After a stellar year, India exchange traded funds (ETFs) are lagging the broader market as economic problems weigh on the country. Though this might just be a short-term phase that will run its course, you’ve got options.
The recent weakness in India’s economic growth may just be temporary since the potential for monumental growth is still there, says Ron Rowland for Money and Markets. But right now, it’s got problems:
- The biggest threat to India ETFs is inflation. It is especially evident when taking a look at the rise in India’s food costs since a large proportion of income for the pool of low-income workers is mostly spent on food.
- Analysts cite that the macro-economic conditions and negative political sentiments do not favor the Indian equity market. High inflation, increased crude prices and a series of corruption scams are the main reasons behind the negative outlook for India.
- A lack of infrastructure and a large population in dire poverty has been and remains a sticking point. It’s said that infrastructure problems cost India quite a bit in GDP growth.
That’s not to say India isn’t trying to deal with its issues. India’s Central Bank has taken steps to increase interest rates to bring down inflation, but stocks, more notably India’s bank stocks, are also declining, as well.
According to The Economic Times, a recent survey of fund managers conducted by Bank of America Merrill Lynch reveals that rising risk in emerging markets and the recovery back at home is bringing investors back to developed markets from emerging economies, with India as the least preferred investment destination in the Asia region. Ouch. [U.S. ETFs Leave Emerging Markets in the Dust.]
Rowland notes that this is only the effects of a natural economic cycle and India’s economy will be back on its feet. [India ETFs and the Emerging Market Rebound.]
- iPath MSCI India ETN (NYSEArca: INP). INP is an exchange traded note (ETN) not an ETF. Share creation has been suspended for some time now, so watch the net asset value when trading. Here’s the difference between ETFs and ETNs.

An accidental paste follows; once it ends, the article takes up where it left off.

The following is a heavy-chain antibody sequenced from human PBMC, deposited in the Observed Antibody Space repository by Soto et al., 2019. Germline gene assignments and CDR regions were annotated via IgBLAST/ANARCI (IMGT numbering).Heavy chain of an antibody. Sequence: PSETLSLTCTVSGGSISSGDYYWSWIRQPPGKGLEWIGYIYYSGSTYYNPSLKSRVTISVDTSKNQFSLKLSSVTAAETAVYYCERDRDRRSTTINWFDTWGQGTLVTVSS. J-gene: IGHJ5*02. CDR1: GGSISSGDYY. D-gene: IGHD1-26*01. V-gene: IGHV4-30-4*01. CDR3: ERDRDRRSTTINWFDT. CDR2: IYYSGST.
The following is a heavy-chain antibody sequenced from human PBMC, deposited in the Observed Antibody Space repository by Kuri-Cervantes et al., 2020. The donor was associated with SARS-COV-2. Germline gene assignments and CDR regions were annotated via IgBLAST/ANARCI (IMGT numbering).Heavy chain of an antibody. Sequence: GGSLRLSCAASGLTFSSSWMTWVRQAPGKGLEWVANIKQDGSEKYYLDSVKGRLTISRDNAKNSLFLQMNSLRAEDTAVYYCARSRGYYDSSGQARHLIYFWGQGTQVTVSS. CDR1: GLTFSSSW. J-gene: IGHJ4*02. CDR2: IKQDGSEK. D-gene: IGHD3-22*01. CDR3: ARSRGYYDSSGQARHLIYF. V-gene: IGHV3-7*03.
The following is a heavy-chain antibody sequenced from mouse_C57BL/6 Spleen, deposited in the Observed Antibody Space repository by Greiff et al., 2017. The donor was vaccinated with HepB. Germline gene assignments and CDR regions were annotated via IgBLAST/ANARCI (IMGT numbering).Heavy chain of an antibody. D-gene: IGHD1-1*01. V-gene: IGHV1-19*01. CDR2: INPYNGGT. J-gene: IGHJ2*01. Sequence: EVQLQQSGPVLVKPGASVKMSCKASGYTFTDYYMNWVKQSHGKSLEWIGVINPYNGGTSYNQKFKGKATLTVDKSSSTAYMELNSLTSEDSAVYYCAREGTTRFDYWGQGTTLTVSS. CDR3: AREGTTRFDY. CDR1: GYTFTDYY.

- WisdomTree India Earnings (NYSEArca: EPI). EPI is a fundamentally weighted large-cap ETF; its largest allocation is to the financial sector, which accounts for 22% of the ETF.
- PowerShares India (NYSEArca: PIN). PIN is another large-cap India ETF. If you’re concerned about Indian banks, this fund may be a good option; it has a less than 10% allocation to the financial sector. One-quarter of it is exposed to the energy sector.
- iShares S&P India Nifty 50 (NYSEArca: INDY). INDY is newer and less actively traded than EPI or PIN. Financials and technology are the top sectors, with a 25% and 17.6% allocation, respectively. the 12.7% allocation to consumer staples can be a good way to play India’s powerful consumer base.
- EGS Indxx India Infrastructure (NYSEArca: INXX). INXX focuses on physical infrastructure spending. With all of India’s infrastructure woes, there’s a great opportunity and room for growth here.
- Direxion Daily India Bear 2x (NYSEArca: INDZ). INDZ is for those who believe that India’s markets will drop further, but do be sure you understand how leveraged and inverse ETFs work before diving in.
Max Chen contributed to this article.
The opinions and forecasts expressed herein are solely those of Tom Lydon, and may not actually come to pass. Information on this site should not be used or construed as an offer to sell, a solicitation of an offer to buy, or a recommendation for any product.